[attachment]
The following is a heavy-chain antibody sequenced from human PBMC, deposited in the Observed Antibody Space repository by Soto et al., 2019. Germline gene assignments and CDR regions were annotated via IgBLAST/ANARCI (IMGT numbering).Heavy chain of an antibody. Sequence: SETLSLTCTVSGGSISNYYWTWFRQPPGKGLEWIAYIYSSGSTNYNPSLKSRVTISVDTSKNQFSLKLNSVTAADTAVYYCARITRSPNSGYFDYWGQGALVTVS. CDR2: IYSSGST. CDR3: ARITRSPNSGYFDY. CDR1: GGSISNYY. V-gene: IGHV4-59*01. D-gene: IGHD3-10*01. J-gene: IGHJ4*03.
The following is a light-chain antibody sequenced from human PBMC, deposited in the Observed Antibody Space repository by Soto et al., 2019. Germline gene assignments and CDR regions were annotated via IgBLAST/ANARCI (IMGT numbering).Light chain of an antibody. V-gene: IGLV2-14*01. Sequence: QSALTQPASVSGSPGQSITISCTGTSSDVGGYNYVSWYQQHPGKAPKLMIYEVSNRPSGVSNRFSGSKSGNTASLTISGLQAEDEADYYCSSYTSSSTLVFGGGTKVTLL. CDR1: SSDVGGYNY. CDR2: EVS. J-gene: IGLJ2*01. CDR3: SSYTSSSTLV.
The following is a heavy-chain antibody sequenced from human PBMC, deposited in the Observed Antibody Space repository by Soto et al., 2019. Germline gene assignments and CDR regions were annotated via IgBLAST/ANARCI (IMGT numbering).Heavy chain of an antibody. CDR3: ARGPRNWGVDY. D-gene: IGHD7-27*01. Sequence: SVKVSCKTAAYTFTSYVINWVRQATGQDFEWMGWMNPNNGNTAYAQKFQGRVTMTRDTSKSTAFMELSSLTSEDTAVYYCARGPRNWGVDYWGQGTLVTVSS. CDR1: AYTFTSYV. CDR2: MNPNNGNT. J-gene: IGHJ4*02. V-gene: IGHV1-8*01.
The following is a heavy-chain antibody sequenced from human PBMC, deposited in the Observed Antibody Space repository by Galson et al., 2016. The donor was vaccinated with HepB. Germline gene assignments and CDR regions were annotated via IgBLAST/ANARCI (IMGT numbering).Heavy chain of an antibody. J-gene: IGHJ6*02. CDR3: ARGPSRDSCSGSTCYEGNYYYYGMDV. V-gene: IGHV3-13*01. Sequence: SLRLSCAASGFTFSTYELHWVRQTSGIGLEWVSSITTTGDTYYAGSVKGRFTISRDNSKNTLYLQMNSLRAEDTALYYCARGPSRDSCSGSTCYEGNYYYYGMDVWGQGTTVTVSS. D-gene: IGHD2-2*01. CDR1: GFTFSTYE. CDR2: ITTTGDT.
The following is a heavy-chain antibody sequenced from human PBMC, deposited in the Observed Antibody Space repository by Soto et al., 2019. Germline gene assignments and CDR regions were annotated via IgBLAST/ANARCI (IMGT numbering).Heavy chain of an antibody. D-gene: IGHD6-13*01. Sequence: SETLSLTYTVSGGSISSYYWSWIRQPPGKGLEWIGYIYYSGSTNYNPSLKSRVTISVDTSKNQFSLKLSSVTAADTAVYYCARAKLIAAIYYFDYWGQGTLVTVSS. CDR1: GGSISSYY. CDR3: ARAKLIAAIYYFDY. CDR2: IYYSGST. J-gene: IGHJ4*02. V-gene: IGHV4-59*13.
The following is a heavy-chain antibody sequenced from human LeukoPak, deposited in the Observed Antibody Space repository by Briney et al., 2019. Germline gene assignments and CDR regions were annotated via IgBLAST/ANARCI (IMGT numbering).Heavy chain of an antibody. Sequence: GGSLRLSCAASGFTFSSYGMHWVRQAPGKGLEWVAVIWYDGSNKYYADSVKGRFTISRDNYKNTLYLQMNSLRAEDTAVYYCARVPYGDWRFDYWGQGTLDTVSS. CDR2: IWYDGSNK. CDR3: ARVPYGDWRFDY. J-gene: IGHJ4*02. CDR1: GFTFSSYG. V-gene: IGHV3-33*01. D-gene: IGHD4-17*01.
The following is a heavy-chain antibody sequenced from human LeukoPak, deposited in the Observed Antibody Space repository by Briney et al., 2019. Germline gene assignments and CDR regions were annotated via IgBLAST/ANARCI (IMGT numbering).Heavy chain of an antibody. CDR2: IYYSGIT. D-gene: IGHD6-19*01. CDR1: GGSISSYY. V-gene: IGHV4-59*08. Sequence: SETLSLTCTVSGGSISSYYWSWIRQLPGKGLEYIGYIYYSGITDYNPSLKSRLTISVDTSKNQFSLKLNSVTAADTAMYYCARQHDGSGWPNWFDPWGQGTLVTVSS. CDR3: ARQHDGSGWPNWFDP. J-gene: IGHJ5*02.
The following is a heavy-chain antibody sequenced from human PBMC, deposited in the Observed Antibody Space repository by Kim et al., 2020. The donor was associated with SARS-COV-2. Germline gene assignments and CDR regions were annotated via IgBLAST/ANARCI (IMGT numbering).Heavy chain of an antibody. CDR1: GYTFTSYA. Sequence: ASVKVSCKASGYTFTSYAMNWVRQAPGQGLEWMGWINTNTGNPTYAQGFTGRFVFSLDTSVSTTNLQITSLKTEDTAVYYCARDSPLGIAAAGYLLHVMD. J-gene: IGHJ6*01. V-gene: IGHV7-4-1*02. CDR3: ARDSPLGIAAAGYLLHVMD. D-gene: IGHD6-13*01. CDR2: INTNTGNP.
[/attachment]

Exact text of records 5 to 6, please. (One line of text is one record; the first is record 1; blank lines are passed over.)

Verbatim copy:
The following is a heavy-chain antibody sequenced from human PBMC, deposited in the Observed Antibody Space repository by Soto et al., 2019. Germline gene assignments and CDR regions were annotated via IgBLAST/ANARCI (IMGT numbering).Heavy chain of an antibody. D-gene: IGHD6-13*01. Sequence: SETLSLTYTVSGGSISSYYWSWIRQPPGKGLEWIGYIYYSGSTNYNPSLKSRVTISVDTSKNQFSLKLSSVTAADTAVYYCARAKLIAAIYYFDYWGQGTLVTVSS. CDR1: GGSISSYY. CDR3: ARAKLIAAIYYFDY. CDR2: IYYSGST. J-gene: IGHJ4*02. V-gene: IGHV4-59*13.
The following is a heavy-chain antibody sequenced from human LeukoPak, deposited in the Observed Antibody Space repository by Briney et al., 2019. Germline gene assignments and CDR regions were annotated via IgBLAST/ANARCI (IMGT numbering).Heavy chain of an antibody. Sequence: GGSLRLSCAASGFTFSSYGMHWVRQAPGKGLEWVAVIWYDGSNKYYADSVKGRFTISRDNYKNTLYLQMNSLRAEDTAVYYCARVPYGDWRFDYWGQGTLDTVSS. CDR2: IWYDGSNK. CDR3: ARVPYGDWRFDY. J-gene: IGHJ4*02. CDR1: GFTFSSYG. V-gene: IGHV3-33*01. D-gene: IGHD4-17*01.